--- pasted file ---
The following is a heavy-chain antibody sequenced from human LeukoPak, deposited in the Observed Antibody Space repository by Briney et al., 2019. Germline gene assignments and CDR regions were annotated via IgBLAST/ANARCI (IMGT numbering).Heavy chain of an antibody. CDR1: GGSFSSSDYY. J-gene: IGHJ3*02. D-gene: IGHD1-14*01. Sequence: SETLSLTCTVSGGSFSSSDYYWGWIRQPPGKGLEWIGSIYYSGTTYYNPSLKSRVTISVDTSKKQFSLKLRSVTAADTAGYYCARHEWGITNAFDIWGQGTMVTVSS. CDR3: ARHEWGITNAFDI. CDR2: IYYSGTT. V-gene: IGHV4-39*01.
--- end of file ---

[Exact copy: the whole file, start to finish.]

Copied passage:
The following is a heavy-chain antibody sequenced from human LeukoPak, deposited in the Observed Antibody Space repository by Briney et al., 2019. Germline gene assignments and CDR regions were annotated via IgBLAST/ANARCI (IMGT numbering).Heavy chain of an antibody. CDR1: GGSFSSSDYY. J-gene: IGHJ3*02. D-gene: IGHD1-14*01. Sequence: SETLSLTCTVSGGSFSSSDYYWGWIRQPPGKGLEWIGSIYYSGTTYYNPSLKSRVTISVDTSKKQFSLKLRSVTAADTAGYYCARHEWGITNAFDIWGQGTMVTVSS. CDR3: ARHEWGITNAFDI. CDR2: IYYSGTT. V-gene: IGHV4-39*01.